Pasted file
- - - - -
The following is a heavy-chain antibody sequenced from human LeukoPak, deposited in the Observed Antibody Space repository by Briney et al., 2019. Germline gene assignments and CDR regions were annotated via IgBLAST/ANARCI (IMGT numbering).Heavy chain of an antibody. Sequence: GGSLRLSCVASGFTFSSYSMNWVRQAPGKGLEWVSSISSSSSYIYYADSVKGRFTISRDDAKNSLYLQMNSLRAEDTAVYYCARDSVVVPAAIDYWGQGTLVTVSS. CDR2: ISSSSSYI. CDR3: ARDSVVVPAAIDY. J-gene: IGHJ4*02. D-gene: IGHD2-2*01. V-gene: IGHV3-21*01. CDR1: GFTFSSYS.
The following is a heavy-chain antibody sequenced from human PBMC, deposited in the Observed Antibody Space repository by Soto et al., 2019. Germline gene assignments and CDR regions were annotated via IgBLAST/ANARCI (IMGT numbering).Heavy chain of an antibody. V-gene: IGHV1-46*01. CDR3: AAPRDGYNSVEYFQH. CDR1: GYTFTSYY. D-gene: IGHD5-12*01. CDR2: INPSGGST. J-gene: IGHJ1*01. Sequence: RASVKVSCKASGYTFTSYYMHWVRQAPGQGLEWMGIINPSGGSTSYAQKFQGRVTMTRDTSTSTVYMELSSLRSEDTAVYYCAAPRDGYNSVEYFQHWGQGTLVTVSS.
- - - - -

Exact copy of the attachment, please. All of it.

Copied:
The following is a heavy-chain antibody sequenced from human LeukoPak, deposited in the Observed Antibody Space repository by Briney et al., 2019. Germline gene assignments and CDR regions were annotated via IgBLAST/ANARCI (IMGT numbering).Heavy chain of an antibody. Sequence: GGSLRLSCVASGFTFSSYSMNWVRQAPGKGLEWVSSISSSSSYIYYADSVKGRFTISRDDAKNSLYLQMNSLRAEDTAVYYCARDSVVVPAAIDYWGQGTLVTVSS. CDR2: ISSSSSYI. CDR3: ARDSVVVPAAIDY. J-gene: IGHJ4*02. D-gene: IGHD2-2*01. V-gene: IGHV3-21*01. CDR1: GFTFSSYS.
The following is a heavy-chain antibody sequenced from human PBMC, deposited in the Observed Antibody Space repository by Soto et al., 2019. Germline gene assignments and CDR regions were annotated via IgBLAST/ANARCI (IMGT numbering).Heavy chain of an antibody. V-gene: IGHV1-46*01. CDR3: AAPRDGYNSVEYFQH. CDR1: GYTFTSYY. D-gene: IGHD5-12*01. CDR2: INPSGGST. J-gene: IGHJ1*01. Sequence: RASVKVSCKASGYTFTSYYMHWVRQAPGQGLEWMGIINPSGGSTSYAQKFQGRVTMTRDTSTSTVYMELSSLRSEDTAVYYCAAPRDGYNSVEYFQHWGQGTLVTVSS.